When the cookie first came to the shop, it was barely holding itself together. The wood needed to be stabilized and held together mechanically to prevent future cracks from propagating, but we wanted to build the entire table from this tree without any fasteners. I built a pentagon with half-lap joints and routed it into the base one-inch deep and flush with the bottom. I drilled holes for the legs on a bench press, then hammered the legs in and glued them in place.

I then built a temporary frame to hold the table while it was flipped over so that the top side was up, and the router sled process was repeated, this time using the flat plane of the bottom as a reference surface for the top. I removed material until the entire top was in plane. At that point, it was lots and lots of sanding, and then lots and lots of oiling.

What were the biggest challenges involved in this project?

The biggest technical challenge was that the piece was just so heavy. It was difficult to move around the shop. Often when building a piece, I flip it over countless times as the work progresses. That was not possible with this piece, and I relied on the assistance of several good neighbors whenever a flip was required.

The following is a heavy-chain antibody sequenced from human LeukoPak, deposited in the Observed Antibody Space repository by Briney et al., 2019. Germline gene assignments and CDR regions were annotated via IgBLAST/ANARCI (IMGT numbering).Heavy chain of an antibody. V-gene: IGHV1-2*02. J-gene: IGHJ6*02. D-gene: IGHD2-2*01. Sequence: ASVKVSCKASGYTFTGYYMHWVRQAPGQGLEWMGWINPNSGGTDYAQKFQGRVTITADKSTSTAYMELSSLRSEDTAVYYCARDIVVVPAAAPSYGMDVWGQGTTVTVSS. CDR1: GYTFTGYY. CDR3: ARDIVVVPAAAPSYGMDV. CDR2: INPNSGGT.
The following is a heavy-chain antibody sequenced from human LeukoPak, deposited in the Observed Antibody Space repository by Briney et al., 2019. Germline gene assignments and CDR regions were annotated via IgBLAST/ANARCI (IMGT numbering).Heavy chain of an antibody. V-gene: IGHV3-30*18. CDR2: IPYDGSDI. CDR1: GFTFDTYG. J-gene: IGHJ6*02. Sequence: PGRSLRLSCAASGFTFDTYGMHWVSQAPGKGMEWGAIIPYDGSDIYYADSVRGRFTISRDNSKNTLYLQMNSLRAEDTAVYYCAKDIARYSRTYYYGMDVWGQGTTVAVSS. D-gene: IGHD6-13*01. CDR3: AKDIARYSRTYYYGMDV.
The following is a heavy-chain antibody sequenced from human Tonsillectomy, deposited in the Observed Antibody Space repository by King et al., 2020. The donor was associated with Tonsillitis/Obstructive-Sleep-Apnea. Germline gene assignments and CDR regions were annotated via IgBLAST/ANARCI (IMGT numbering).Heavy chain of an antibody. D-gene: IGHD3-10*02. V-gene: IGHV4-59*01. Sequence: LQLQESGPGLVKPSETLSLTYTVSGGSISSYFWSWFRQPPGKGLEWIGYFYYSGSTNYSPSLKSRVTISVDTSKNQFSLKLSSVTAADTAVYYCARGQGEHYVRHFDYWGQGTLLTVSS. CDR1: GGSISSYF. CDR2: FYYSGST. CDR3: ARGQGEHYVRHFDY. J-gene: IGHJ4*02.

You’ve been involved with Carolina Tree Heritage and the concept of reusing wood from Carolina’s historic trees for years. What was it like to deliver the table and see your vision fulfilled?

The Carolina Tree Heritage project has been a group effort that I am grateful to have been a part of. It has been made possible by the dedicated efforts of those involved. The program is largely the product of my master’s project when I was a student in the Department of City and Regional Planning and learned the news that this great post oak would be coming down.

At the time, central to my vision was the idea that pieces of campus lumber would end up back on campus as pieces of furniture. Seeing this vision realized now, three years after this particular tree came down and two years after I graduated, is simply fantastic. That I was able to build the piece, and that it now resides in a prominent location on campus, makes it all the more impactful for me.

As an alumnus of this University, what’s it like to use your talent to help give back to Carolina like this?

Being a part of this project is a real joy for me because I have been involved with UNC for a long time, and the project combines so many of my interests. In addition to my master’s of city and regional planning, I earned a bachelor’s in environmental science from UNC in 2013. That department is housed in the Institute for the Environment, which is also home to Carolina Tree Heritage.

Between these stints at UNC, a woodworking hobby turned professional, and I spent a few years making custom furniture, often with slabs and unique live edge pieces. In so many ways, this program really has come full circle for me, and I hope to continue to be involved with building the program and contributing to the UNC community.

Learn more about the Carolina Tree Heritage Program